And this is Mathis' recollection:

"I would have told you he had a hell of a future. He had moxie, arrogance, a little over the edge. But he had the cojones to make calls at the end of games and to make them on superstars the same as on anybody else. He could take a small problem and make it into a big one, but these were all things that could be worked with."

It all apparently changed as Donaghy began providing inside information to gamblers, telling them, among other things, which referees would work specific games. That information is confidential until the crew arrives at an arena, but is available on a master schedule.

"In 27 years, I never had [a master schedule]," Hollins said. "I never wanted one."

Added Mathis: "If [referees] are now the flag-bearers of integrity, that's wonderful. But then shouldn't referees get as much attention as the marketing, [public relations], etc., areas? People are asleep at the switch when it comes to officiating."

Both Hollins and Mathis said the observers assigned in every NBA city have included former referees who were fired, a onetime college football trainer, former scorekeepers, a former player and others with no specific background in officiating.

"Somebody's out of work, somebody needs a job, a friend of a friend gets a job," Mathis said.

"They make out the reports after games, and careers of referees are determined by that."

Hollins said that, for 17 years, he directed a camp for officials in Los Angeles, and that several current league referees passed through his sessions, including current director of officials Ronnie Nunn, Monte McCutcheon, Violet Palmer, Derek Richardson, Rodney Mott and Jim Capers Jr.

"When people tell me the job of a referee is a science, I say it's not a science, it's an art," Hollins said.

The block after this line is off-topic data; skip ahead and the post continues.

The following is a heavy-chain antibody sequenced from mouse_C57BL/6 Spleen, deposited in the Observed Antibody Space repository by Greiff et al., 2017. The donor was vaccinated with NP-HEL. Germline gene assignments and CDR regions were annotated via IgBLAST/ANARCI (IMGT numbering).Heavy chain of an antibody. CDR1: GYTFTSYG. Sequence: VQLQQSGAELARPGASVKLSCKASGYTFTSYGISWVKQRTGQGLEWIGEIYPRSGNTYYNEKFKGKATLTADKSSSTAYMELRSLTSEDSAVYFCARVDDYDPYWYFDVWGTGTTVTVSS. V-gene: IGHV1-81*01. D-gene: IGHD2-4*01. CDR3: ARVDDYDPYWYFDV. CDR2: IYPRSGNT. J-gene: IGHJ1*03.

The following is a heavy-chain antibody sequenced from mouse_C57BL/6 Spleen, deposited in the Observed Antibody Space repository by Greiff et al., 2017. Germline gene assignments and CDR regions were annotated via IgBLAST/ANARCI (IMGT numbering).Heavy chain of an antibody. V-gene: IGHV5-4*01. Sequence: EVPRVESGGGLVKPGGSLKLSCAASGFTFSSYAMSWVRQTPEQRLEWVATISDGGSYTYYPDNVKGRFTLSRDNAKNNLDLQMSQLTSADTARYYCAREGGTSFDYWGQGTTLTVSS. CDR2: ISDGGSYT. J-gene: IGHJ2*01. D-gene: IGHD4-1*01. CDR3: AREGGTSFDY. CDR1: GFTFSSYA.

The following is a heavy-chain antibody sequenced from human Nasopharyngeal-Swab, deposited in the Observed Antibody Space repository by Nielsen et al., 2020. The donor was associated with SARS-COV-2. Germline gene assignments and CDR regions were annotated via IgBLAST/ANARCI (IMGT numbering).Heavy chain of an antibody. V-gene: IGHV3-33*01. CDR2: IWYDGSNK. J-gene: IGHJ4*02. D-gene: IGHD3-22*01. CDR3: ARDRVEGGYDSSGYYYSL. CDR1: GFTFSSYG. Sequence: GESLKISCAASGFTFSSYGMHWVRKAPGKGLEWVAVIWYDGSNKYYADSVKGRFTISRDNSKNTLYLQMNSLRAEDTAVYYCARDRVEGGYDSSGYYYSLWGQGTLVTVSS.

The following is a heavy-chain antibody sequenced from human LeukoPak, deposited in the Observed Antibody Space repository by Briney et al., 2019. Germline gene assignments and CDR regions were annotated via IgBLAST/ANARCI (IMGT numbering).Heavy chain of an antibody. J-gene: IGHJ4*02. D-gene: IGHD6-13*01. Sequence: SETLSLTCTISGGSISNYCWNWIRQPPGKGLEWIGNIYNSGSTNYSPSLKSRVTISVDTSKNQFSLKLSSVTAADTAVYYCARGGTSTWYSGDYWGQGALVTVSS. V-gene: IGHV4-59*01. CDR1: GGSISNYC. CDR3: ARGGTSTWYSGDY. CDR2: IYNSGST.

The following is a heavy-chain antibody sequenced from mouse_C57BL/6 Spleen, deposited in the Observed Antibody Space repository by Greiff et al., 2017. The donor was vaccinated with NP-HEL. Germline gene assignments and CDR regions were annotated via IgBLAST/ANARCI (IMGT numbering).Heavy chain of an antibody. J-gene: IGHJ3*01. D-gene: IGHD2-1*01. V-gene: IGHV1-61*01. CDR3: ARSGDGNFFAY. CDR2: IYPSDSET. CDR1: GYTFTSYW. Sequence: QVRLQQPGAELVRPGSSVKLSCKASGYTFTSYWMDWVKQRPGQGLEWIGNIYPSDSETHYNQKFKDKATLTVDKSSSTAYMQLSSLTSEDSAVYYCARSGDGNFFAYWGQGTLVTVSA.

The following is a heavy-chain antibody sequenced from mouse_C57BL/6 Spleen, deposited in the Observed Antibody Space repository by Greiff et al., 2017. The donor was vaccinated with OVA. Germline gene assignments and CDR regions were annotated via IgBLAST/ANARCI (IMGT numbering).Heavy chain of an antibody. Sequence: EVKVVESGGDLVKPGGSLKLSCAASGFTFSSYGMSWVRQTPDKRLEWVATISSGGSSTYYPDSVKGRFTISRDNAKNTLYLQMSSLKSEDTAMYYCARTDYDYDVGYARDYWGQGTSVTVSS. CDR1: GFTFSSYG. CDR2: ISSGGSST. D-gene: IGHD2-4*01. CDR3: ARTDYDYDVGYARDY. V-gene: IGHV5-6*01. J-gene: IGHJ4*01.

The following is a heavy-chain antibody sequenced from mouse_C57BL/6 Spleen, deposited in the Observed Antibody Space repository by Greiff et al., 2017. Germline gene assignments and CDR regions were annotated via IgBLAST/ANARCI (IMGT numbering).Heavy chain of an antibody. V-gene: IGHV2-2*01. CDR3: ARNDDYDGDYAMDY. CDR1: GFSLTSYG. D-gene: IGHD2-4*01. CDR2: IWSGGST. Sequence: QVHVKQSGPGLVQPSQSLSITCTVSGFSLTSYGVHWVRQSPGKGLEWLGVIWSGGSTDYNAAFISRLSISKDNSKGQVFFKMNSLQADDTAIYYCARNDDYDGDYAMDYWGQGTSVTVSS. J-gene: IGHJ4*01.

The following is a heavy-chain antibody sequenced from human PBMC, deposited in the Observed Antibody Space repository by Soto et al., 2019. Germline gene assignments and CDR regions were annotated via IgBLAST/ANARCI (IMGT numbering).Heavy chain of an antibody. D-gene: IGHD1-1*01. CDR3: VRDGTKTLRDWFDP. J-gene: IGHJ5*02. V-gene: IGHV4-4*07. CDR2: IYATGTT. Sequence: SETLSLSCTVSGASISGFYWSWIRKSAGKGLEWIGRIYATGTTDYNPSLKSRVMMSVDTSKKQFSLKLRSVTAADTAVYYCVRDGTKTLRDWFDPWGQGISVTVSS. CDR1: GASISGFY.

"Refereeing right now is in bad shape, top to bottom. How can they have people telling a referee about what it's like to work in the first round [of the playoffs] when they've never worked in the first round?"

Hollins said he believes that, given the opportunity, "I could turn this thing around in a heartbeat." He followed that by saying, "If someone you know has a heart attack, do you send that person to an emergency room or to an auto mechanic?"

"Poor officiating is accepted," Mathis said, pointing to the final play of the 1998 Finals, when Michael Jordan drained a jump shot over Utah's Bryon Russell to nail down the Chicago Bulls' sixth championship. Mathis contends that Jordan should have been called for an offensive foul as he pushed off, but that the whistle was not blown because of Jordan's stature as a superstar.

"If we're going to stay up with the players, we'd better improve," Mathis said. "And we have not."

Said the anonymous referee: "Missed calls happen. Nobody's trying to miss them. The best officials miss calls. You can miss a play, no matter what the level of training. They've been documented for years. I'm not saying there aren't problems, but it's not fair to point to one play." *